Le Val de la Chevre

La Bouëxière
Cidre Breton
Regis Tropée

The father of Regis Tropée took over the Val de la Chevre farm in 1969 with a small orchard, 4 cows and a tractor. The farm continued to expand with the traditional mix of orchards and cows and Regis took over in 1997. The farm is located on the outskirts of Rennes in Brittany in the area called Pays de Rennes. Le Val de la Chevre is a certified organic farm and Regis has a small parcel of the trees dating back to 1945 but he claims that the apples are inconveniently early ripening and not his favorite variety. In 2005 Regis reduced his property size, ending his activity with cows and turned his full attention to cider production. His orchards are all planted with wide spaced standard trees in pasture. He has just recently introduced some Shropshire sheep to help with the “lawn mowing”. During the cider making process Regis avoids using sulphur as much as possible and employs instead CO2 and vigilantly guards against oxidation. He is among the very few (I know of no one else) who continues to pick the apples from the ground by hand.

Cidre Fermier Brut

The cider is blended from at least a dozen varieties of apples with a base of sweet and bittersweet varieties. Regis also uses a good proportion of tart apples, which he says is important when using low levels of sulfur. Regis ferments his cider slowly at very low temperatures as he believes it allows time for the flavors in each tank to develop and also gives him time to better understand his building materials. After the cider is racked and filtered, it naturally finishes its fermentation in bottle over the course of a few months in a temperature controlled cellar.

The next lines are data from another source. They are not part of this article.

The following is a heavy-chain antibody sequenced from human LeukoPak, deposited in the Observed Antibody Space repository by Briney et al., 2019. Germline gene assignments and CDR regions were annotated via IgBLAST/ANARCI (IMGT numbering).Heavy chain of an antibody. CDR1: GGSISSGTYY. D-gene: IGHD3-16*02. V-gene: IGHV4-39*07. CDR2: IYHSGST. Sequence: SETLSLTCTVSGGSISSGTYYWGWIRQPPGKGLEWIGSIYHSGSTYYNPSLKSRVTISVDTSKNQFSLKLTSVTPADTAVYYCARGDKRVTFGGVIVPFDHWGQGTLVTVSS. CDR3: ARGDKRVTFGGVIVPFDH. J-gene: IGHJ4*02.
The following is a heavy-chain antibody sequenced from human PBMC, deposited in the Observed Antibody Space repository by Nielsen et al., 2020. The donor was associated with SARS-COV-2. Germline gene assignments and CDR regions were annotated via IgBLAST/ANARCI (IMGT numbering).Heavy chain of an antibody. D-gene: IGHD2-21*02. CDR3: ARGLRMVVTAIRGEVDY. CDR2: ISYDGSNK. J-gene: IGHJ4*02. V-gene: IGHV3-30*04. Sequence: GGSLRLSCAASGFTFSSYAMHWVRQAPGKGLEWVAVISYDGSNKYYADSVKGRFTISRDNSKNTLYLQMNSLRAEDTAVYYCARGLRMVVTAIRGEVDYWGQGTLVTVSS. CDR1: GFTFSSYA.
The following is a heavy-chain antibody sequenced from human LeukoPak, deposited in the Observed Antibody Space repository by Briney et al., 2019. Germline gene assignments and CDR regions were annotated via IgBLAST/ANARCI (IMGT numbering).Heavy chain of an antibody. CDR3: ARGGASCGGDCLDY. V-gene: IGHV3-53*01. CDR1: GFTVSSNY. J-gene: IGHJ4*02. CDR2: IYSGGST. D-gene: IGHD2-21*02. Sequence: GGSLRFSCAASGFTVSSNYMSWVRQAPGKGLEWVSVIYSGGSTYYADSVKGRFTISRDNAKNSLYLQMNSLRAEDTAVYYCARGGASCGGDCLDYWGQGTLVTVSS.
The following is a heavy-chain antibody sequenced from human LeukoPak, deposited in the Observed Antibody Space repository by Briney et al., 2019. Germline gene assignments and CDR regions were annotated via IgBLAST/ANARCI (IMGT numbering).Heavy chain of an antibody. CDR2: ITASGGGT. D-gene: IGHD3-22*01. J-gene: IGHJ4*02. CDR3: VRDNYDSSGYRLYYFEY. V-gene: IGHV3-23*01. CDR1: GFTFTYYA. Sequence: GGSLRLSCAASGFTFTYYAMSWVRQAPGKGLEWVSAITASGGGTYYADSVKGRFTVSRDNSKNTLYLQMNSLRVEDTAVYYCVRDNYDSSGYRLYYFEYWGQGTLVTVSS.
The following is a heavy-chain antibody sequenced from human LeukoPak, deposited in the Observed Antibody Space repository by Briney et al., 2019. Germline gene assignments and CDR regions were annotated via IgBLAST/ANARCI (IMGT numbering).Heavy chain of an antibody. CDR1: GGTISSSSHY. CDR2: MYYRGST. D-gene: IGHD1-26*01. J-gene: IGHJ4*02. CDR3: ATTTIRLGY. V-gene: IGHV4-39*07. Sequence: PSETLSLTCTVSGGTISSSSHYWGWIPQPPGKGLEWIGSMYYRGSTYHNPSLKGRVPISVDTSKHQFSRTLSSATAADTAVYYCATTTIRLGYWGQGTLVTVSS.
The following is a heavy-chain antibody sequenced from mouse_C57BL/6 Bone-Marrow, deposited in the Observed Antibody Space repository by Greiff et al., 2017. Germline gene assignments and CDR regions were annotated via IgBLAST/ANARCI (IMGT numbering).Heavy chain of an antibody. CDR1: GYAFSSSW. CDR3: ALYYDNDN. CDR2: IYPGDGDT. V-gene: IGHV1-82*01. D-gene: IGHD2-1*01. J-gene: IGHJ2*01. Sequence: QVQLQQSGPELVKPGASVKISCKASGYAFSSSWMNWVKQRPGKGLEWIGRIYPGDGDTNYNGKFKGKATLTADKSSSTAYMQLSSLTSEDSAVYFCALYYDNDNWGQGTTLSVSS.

Region: Normandie / Bretagne

The list of apple varieties grown in France is daunting with over 600 varieties having been identified. Over the centuries, apple varieties have been cultivated locally, so that from one small area of Normandy or Brittany to the next, the varieties of apples will change and thus so will the expressions of the ciders. The varieties are categorized by flavor type: tart, bitter, sweet, tart-sweet and bitter-sweet. Each cider producing area has developed a regional style based on their particular blend of flavor types and using the local varieties within each category...

In the last couple of years Barbara and I have been attracted to wines with lower and lower alcohol levels and French ciders at 4% to 5.5% certainly meet that criterion. More importantly, though, the ciders that we have chosen achieve the difficult balance of our favorite wines, which is the combination of lightness and intensity.

All industrial and most independent cider producers have abandoned traditional methods of cider production and prefer to use selected yeasts for fermentation, pasteurization to end the primary fermentation and gasification instead of a natural secondary fermentation.

Happily, there is still a group of cider producers who want to make cider following the traditions of natural yeasts and without using either pasteurization or gasification. These are the producers that are passionately resisting the sterility of modernization and who merit our support.